In electrical power systems, reactors play many roles based on their types. Generally, they are classified according to their modes of applications. For instance: Shunt Reactor, Current Limiting Reactor, Damping Reactor, Tuning Reactor, Smoothing Reactor, etc. If constructional point of view is taken into consideration, reactors can be classified as:
- Air Core Reactors
- Iron Core Reactors
Air Core Reactors
This reactor is wound inductance equipment which makes use of one or more windings in parallel. Stranded cables of insulated aluminium are wound on the mandrel and the final coil is impregnated with epoxy resin and painted to provide a fine finish. These finished coils are mounted on station post insulators and galvanized steel structures, wherever necessary.
Damping reactors are typically air-core (or say ironless) reactors which are used for damping transient and inrush currents. When they are connected with the capacitor in series, they reduce inrush peak current flowing in the components to a value which won’t stress the insulation and doesn’t damage the internal connections of capacitor elements. They use natural cooling process (by air) and can be used indoors as well as outdoors. They are generally supplied in stacked, side-by-side or triangular configuration based on the physical and site constraints.
If we talk about air core dry type reactors, they are the ones which don’t utilize an oil insulation system or an iron core.
The best part about these types of reactors is that they are environment-friendly and don’t cause any fire hazard. On the downside, they come with high stray magnetic field which may interfere with other power equipment and produce eddy currents in nearby steel structures. But, these issues can be avoided if certain measures are taken during installation.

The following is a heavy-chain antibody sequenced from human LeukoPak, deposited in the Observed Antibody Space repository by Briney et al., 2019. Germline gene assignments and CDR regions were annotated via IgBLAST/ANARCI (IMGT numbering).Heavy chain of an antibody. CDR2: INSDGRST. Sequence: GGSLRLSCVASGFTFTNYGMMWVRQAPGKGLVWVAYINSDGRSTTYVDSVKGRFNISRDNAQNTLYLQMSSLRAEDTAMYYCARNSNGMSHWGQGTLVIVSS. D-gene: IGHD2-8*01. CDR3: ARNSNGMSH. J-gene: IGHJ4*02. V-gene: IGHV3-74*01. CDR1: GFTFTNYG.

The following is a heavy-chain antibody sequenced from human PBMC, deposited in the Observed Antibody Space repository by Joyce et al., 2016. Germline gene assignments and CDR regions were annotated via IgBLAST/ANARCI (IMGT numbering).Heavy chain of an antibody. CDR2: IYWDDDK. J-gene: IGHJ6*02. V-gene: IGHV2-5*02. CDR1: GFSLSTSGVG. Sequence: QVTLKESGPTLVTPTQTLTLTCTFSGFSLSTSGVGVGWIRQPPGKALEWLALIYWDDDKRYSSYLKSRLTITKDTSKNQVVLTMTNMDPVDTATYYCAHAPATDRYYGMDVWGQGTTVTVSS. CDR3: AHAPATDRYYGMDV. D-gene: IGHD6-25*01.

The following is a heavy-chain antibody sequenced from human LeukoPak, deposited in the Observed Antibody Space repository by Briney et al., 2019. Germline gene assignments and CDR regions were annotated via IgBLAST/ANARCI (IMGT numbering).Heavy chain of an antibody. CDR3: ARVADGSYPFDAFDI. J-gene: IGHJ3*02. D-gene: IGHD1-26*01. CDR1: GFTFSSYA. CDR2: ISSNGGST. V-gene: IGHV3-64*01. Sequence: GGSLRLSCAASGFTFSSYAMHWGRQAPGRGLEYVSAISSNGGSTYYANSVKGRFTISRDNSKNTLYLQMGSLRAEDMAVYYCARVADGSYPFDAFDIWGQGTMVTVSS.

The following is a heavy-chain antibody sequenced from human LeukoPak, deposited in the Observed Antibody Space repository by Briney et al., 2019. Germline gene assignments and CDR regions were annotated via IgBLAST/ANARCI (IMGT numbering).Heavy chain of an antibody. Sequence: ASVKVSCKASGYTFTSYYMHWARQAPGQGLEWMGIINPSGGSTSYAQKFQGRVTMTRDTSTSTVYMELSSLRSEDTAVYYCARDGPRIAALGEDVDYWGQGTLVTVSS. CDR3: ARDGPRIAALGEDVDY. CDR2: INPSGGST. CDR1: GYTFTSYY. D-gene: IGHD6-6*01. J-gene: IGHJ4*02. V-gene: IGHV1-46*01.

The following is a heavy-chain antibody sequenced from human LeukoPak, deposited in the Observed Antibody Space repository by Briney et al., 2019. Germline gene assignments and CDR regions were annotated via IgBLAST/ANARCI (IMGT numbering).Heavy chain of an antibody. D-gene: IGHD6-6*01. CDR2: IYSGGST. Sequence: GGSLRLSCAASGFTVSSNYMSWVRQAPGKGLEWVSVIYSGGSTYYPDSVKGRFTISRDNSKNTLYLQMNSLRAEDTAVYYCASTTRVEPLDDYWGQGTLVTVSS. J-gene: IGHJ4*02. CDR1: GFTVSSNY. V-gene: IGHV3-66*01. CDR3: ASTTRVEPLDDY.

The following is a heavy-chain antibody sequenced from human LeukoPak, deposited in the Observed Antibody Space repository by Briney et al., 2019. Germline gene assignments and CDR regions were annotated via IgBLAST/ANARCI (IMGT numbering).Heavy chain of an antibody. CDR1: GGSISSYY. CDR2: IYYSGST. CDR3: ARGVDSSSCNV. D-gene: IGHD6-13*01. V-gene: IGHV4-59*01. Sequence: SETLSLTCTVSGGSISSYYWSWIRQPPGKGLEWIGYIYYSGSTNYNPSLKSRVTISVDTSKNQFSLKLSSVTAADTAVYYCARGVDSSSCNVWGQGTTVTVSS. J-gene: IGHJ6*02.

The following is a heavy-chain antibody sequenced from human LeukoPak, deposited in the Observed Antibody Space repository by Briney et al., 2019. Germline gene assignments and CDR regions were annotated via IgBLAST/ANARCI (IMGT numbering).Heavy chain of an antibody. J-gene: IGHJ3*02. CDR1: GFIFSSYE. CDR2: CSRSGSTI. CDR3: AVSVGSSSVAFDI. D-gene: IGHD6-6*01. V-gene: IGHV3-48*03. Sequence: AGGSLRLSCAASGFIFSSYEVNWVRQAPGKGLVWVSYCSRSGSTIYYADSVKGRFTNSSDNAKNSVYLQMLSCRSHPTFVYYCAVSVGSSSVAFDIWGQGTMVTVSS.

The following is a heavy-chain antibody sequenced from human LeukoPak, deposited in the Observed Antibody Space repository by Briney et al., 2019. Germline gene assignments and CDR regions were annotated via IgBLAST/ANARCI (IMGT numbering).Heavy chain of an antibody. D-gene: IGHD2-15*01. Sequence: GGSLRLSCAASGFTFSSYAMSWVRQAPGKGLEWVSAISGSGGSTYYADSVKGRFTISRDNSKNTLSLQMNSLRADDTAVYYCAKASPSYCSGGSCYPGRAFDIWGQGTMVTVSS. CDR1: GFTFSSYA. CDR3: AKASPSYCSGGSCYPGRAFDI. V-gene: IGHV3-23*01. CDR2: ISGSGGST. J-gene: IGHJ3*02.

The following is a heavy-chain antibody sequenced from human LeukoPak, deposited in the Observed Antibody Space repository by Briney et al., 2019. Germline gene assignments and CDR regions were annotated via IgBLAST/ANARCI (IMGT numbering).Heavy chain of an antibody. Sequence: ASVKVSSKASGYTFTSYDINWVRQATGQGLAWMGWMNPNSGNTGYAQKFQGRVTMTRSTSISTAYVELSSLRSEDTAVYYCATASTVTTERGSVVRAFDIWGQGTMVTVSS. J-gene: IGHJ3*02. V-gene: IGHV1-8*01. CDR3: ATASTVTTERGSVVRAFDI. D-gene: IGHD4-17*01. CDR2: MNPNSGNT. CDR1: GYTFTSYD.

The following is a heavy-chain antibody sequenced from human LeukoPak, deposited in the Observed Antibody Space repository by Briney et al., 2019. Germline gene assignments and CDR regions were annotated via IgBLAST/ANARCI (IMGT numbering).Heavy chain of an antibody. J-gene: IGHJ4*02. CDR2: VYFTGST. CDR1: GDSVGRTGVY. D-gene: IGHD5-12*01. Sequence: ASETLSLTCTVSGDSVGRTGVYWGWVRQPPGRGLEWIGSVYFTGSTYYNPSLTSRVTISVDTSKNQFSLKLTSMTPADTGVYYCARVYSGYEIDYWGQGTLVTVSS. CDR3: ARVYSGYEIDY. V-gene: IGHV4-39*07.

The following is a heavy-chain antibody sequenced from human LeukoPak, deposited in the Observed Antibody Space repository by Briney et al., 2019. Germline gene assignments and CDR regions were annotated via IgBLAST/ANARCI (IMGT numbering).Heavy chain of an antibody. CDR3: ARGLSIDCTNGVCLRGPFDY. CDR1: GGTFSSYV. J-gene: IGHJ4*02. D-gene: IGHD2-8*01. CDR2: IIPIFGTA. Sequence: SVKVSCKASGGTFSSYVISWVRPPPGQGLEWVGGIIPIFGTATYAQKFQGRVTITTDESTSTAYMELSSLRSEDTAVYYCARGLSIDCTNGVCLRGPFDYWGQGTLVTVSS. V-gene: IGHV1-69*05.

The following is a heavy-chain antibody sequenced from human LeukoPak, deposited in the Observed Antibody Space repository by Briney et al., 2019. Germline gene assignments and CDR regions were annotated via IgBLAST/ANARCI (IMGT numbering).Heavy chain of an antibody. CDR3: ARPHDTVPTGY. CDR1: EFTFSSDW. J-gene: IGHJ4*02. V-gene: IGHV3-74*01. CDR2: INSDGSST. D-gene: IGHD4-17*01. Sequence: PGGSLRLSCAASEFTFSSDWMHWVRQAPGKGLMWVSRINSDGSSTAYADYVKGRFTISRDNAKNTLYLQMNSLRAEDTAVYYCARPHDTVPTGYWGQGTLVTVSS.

Iron Core Reactors
Iron core reactors generally consist of copper winding which is wound around an iron core that has an air gap. They are also called gapped iron core reactors. Factors such as the number of winding turns, air gap area and gap length determine the inductance of reactors. As the permeability of iron is high, the magnetic field stays confined to the core and desired inductance of the reactors can be completed with less winding turns.
When compared with air core reactors, iron core reactors have low stray magnetic fields. However, there is a saturation problem which means flux density of iron core reactors is limited and is also dependent on cross-sectional area. The higher the cross sectional area the higher the amount of flux they can carry. So, they should be designed in a way that they will not saturate when harmonic flux and fundamental flux is totally additive.
Both types of reactors have their own benefits and disadvantages. However, if they are designed, specified and installed properly, both of them will provide high performance.
For a variety of applications, many types of reactors are available in both categories – air core and iron core. So, depending upon your applications and requirements, make the selection of electrical power reactors accordingly.